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.@TheFolioPrize 2015 Longlist Revealed, Including Damon Galgut, Yvonne Adhiambo Owuor and @dinawmengestu: bit.ly/13aY1hM

Chika Unigwe Discusses Writing to Satisfy Her Own Curiosity (Plus: High Impact Tour Video)

On Black Sisters' StreetChika Unigwe, the Afro-Belgian writer of Nigerian descent whose book On Black Sisters’ Street won the 2012 Nigerian Prize for Literature, is currently taking part in the High Impact Tour, a six day road show and literature festival of six top writers visiting six English cities.

Ahead of the tour, which starts today and continues until 19 January, a video interview with Unigwe was recorded in Amsterdam, in which she said she wrote On Black Sister’s Street for herself, to satisfy her curiosity about something she grew up not really having a full understanding of. The novel tells the story of four women who’ve come from Africa to Brussels, where they become prostitutes, and the tragic, sinister murder of one of them.

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In a recent interview with Vanguard, Unigwe also spoke about On Black Sisters’ Street and how she came to the writing of the characters – marginalised women who brought the themes of prostitution, loneliness and human trafficking to life – with a blank slate. She had to clear her mind of any prejudices.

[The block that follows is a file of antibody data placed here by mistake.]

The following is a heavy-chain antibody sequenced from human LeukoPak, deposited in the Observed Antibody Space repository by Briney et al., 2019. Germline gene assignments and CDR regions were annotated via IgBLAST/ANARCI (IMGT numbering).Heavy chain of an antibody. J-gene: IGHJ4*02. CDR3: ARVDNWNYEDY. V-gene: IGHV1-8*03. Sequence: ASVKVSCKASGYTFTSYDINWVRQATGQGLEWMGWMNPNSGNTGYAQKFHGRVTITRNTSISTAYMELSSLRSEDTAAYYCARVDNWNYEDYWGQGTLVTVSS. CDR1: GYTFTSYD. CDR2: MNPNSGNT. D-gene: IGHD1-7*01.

“I come from a very conservative, catholic home where ‘sex’ wasn’t a word we could use. Then I moved to Belgium and to my shock, saw prostitutes behind display windows.” She was told that most of the black prostitutes in Antwerp were from Nigeria, and this haunted her to the point that she had to write about it. “I think that first and foremost, On Black Sisters’ Street is a human story…themes of loneliness and prostitution are not the lightest of themes, but I hope the prose makes the themes much more digestable to the readers”.

Belgian married and Nigerian born writer, Chika Unigwe last week in Lagos became the second Diaspora writer to win Nigeria Liquified Natural Gas, NLNG $100,000 prize for literature. Her entry, On Black Sister Street, which explores sexual slavery and other precarious situations of women floored Olushola Olugbesan’s Only A Canvass and Ngozi Achebe’s Onaedo: The Blacksmith’s Daughter to clinch the coveted literary prize. In this interview, the serial award winning writer fielded questions about the book and her perception of the prize.

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